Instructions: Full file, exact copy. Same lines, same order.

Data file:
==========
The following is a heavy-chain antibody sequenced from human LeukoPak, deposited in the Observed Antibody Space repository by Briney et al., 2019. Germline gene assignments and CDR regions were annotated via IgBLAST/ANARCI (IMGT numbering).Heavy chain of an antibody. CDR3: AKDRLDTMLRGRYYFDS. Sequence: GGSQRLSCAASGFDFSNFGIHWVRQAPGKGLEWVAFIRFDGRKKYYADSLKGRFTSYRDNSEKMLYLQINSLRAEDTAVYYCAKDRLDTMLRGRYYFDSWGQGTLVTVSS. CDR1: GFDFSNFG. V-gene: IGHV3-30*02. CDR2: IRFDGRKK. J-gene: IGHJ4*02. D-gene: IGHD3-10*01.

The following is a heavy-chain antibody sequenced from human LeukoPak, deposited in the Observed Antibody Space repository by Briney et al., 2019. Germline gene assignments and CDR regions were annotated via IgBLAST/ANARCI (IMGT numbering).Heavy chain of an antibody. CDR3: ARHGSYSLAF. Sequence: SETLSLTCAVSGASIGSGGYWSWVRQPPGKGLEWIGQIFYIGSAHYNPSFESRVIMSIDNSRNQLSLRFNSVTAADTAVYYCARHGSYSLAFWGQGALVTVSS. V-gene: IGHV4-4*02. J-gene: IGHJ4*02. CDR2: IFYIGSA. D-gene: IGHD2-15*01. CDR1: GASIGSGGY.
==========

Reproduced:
The following is a heavy-chain antibody sequenced from human LeukoPak, deposited in the Observed Antibody Space repository by Briney et al., 2019. Germline gene assignments and CDR regions were annotated via IgBLAST/ANARCI (IMGT numbering).Heavy chain of an antibody. CDR3: AKDRLDTMLRGRYYFDS. Sequence: GGSQRLSCAASGFDFSNFGIHWVRQAPGKGLEWVAFIRFDGRKKYYADSLKGRFTSYRDNSEKMLYLQINSLRAEDTAVYYCAKDRLDTMLRGRYYFDSWGQGTLVTVSS. CDR1: GFDFSNFG. V-gene: IGHV3-30*02. CDR2: IRFDGRKK. J-gene: IGHJ4*02. D-gene: IGHD3-10*01.

The following is a heavy-chain antibody sequenced from human LeukoPak, deposited in the Observed Antibody Space repository by Briney et al., 2019. Germline gene assignments and CDR regions were annotated via IgBLAST/ANARCI (IMGT numbering).Heavy chain of an antibody. CDR3: ARHGSYSLAF. Sequence: SETLSLTCAVSGASIGSGGYWSWVRQPPGKGLEWIGQIFYIGSAHYNPSFESRVIMSIDNSRNQLSLRFNSVTAADTAVYYCARHGSYSLAFWGQGALVTVSS. V-gene: IGHV4-4*02. J-gene: IGHJ4*02. CDR2: IFYIGSA. D-gene: IGHD2-15*01. CDR1: GASIGSGGY.